The idea of the U.S. Open is to identify the best players. Some of them require some introductions to major championship contention on the weekend.

Start with Dahmen, who will never be accused of taking himself too seriously, even if he takes his game seriously. He thought about withdrawing from his 36-hole qualifier twice last week, before it started and after the first round. But he stuck it out, and now he's about to play in the final group of a major for the first time.

"We don't tee off until 3:45 tomorrow. I typically have to be home at 5 for dinner," Dahmen said. "So this will be different, for sure."

The group one shot behind includes Buckley, who wasn't in the U.S. Open until making a 20-foot birdie putt in a playoff for the last spot in his qualifier on June 6.

He was fading Friday, like so many others, with three bogeys during a five-hole stretch around the turn when he got back on track. Birdies on the last two holes gave him his second straight 68.

Also at 136 were Aaron Wise, with one PGA Tour victory and nothing better than a tie for 17th in his nine previous majors; and Beau Hossler, who made the weekend at the 2012 U.S. Open as a teenage amateur but hasn't been heard of since then in the majors.

They were examples that the U.S. Open being open to all doesn't just stop with qualifying for the right to play the toughest test in golf.

The weekend won't have Mickelson, hardly a surprise. He took a four-month hiatus related to his inflammatory remarks about the PGA Tour and the Saudi-backed league he was promoting, wound up joining LIV Golf anyway and returned to competition last week with poor results in the series' debut near London.

The U.S. Open was a slightly stronger test and Mickelson was exposed, particularly on the greens, with rounds of 78-73 to miss the cut, which was at 4 over. His next stop is Portland, Oregon, in two weeks for another LIV Golf event, and he won't have to worry about making the cut because the 54-hole event won't have one.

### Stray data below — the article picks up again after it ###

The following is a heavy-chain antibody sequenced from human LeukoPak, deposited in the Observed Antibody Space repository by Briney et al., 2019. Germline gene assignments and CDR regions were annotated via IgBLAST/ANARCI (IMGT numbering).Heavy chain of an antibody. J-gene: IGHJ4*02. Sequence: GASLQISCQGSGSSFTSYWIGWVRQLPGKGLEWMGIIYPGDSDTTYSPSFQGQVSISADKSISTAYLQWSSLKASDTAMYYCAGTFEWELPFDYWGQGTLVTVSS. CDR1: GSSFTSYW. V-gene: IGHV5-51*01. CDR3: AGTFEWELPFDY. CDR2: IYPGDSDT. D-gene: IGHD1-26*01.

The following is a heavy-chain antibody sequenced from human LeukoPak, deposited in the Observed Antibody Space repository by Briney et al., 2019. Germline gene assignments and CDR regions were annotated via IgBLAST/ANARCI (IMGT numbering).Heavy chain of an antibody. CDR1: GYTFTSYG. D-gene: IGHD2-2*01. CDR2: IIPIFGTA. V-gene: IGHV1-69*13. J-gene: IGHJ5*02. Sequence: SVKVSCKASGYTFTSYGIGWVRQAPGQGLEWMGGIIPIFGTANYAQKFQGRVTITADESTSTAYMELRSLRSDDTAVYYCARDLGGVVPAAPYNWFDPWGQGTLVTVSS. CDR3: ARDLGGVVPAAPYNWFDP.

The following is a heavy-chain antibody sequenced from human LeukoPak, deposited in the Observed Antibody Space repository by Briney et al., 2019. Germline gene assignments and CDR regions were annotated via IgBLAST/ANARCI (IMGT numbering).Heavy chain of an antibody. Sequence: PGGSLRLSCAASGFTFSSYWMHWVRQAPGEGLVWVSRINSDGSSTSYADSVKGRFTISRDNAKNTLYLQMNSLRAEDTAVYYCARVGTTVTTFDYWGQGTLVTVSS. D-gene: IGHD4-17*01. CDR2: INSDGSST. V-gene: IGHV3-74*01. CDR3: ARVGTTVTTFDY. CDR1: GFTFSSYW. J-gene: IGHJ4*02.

McIlroy never panicked after his double bogey. He took advantage of the birdie chances on the drivable par-4 fifth and the short par-5 eighth. And he finished strong to get right in the mix, his main goal going into the weekend.

Adding to the anticipation for McIlroy was seeing so many familiar names at the top.

"You want to go up against the best to try to bring the best out of yourself," McIlroy said. "And to see Collin and Jon and Scottie and Sam (Burns) up there and whoever else, that's what major championship golf is all about. That's what competition is all about.

"And that's at the heart of this game. I'm excited to be in that mix going into the weekend."

Former Baylor School standout Harris English, third at the U.S. Open last summer and fourth in 2020, will have to do some climbing to have another solid finish in the United States Golf Association's big event. He gave himself that chance by shooting a 69 that sent him to the weekend with a little wiggle room. He was tied for 40th at 2 over.

Luke List, another former Red Raiders standout who earlier this year earned his first PGA Tour victory, followed his opening 73 with a 72. This was the 37-year-old's sixth U.S. Open, but he has yet to make the cut.